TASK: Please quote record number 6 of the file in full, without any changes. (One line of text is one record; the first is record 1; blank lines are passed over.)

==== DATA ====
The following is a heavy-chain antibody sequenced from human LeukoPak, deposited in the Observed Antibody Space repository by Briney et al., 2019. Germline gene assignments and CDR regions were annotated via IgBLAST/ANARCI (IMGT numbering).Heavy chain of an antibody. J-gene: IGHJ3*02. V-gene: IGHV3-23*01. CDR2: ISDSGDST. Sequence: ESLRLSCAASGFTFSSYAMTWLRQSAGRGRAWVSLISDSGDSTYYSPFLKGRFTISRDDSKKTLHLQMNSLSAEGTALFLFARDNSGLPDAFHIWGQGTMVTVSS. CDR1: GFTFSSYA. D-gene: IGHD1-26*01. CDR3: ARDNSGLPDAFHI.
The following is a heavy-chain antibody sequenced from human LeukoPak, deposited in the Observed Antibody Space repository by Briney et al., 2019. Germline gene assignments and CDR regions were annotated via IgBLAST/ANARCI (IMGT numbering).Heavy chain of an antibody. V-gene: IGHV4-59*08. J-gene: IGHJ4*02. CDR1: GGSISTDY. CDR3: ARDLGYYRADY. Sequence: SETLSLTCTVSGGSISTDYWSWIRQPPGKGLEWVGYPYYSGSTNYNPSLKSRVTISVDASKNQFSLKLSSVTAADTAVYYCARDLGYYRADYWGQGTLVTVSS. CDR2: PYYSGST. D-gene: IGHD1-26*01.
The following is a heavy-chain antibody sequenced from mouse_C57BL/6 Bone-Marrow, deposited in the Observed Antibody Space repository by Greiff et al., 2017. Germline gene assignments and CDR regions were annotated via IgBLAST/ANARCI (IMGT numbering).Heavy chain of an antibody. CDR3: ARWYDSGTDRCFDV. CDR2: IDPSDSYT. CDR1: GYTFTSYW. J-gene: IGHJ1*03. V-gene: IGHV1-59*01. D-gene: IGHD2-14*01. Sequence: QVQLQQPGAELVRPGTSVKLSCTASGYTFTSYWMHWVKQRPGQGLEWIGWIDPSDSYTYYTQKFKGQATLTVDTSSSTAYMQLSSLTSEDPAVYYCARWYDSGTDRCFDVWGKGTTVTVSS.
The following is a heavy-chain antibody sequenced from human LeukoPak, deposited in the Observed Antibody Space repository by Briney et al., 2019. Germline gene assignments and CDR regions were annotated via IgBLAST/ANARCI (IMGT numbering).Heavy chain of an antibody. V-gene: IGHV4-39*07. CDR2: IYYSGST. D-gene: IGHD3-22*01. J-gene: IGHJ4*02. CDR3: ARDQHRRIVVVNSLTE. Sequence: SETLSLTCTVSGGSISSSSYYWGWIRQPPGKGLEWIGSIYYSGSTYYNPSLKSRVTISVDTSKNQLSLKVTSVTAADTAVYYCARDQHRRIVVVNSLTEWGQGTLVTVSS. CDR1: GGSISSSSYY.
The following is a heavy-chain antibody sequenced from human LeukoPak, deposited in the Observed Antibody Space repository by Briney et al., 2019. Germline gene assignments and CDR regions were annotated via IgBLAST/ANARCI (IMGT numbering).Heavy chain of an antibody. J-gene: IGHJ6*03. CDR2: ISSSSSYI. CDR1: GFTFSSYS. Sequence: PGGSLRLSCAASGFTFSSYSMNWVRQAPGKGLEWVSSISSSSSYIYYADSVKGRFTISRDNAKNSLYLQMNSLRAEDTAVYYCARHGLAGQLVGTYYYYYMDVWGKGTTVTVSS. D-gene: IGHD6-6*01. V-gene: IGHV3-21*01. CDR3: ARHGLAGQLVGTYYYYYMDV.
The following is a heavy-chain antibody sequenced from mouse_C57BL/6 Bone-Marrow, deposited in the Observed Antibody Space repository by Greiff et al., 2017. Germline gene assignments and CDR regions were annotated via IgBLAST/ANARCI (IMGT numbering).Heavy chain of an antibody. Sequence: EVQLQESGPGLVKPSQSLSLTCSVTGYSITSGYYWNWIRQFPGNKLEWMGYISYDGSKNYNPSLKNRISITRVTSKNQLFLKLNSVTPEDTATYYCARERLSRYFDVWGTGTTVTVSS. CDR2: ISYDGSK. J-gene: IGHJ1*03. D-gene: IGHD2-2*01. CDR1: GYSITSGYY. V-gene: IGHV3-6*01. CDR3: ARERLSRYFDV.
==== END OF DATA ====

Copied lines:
The following is a heavy-chain antibody sequenced from mouse_C57BL/6 Bone-Marrow, deposited in the Observed Antibody Space repository by Greiff et al., 2017. Germline gene assignments and CDR regions were annotated via IgBLAST/ANARCI (IMGT numbering).Heavy chain of an antibody. Sequence: EVQLQESGPGLVKPSQSLSLTCSVTGYSITSGYYWNWIRQFPGNKLEWMGYISYDGSKNYNPSLKNRISITRVTSKNQLFLKLNSVTPEDTATYYCARERLSRYFDVWGTGTTVTVSS. CDR2: ISYDGSK. J-gene: IGHJ1*03. D-gene: IGHD2-2*01. CDR1: GYSITSGYY. V-gene: IGHV3-6*01. CDR3: ARERLSRYFDV.